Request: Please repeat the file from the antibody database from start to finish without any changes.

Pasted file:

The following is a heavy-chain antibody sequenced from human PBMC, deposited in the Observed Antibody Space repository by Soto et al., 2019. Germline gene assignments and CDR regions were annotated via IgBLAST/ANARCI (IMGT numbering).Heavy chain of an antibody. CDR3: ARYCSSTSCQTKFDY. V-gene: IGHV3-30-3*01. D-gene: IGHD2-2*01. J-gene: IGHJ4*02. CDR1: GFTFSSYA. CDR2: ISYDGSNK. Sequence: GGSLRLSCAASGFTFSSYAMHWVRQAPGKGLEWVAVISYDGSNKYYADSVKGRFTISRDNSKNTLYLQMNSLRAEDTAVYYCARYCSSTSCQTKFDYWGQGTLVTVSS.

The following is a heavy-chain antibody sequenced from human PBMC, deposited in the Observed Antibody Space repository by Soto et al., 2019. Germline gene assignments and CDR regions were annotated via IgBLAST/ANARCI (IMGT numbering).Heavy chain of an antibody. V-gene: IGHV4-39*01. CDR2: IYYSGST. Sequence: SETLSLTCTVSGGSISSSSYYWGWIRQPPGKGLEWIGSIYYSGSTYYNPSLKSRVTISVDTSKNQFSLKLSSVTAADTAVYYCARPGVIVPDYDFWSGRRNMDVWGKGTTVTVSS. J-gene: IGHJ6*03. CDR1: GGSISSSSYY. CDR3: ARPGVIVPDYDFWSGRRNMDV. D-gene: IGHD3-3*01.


The following is a heavy-chain antibody sequenced from human PBMC, deposited in the Observed Antibody Space repository by Soto et al., 2019. Germline gene assignments and CDR regions were annotated via IgBLAST/ANARCI (IMGT numbering).Heavy chain of an antibody. CDR3: ARYCSSTSCQTKFDY. V-gene: IGHV3-30-3*01. D-gene: IGHD2-2*01. J-gene: IGHJ4*02. CDR1: GFTFSSYA. CDR2: ISYDGSNK. Sequence: GGSLRLSCAASGFTFSSYAMHWVRQAPGKGLEWVAVISYDGSNKYYADSVKGRFTISRDNSKNTLYLQMNSLRAEDTAVYYCARYCSSTSCQTKFDYWGQGTLVTVSS.

The following is a heavy-chain antibody sequenced from human PBMC, deposited in the Observed Antibody Space repository by Soto et al., 2019. Germline gene assignments and CDR regions were annotated via IgBLAST/ANARCI (IMGT numbering).Heavy chain of an antibody. V-gene: IGHV4-39*01. CDR2: IYYSGST. Sequence: SETLSLTCTVSGGSISSSSYYWGWIRQPPGKGLEWIGSIYYSGSTYYNPSLKSRVTISVDTSKNQFSLKLSSVTAADTAVYYCARPGVIVPDYDFWSGRRNMDVWGKGTTVTVSS. J-gene: IGHJ6*03. CDR1: GGSISSSSYY. CDR3: ARPGVIVPDYDFWSGRRNMDV. D-gene: IGHD3-3*01.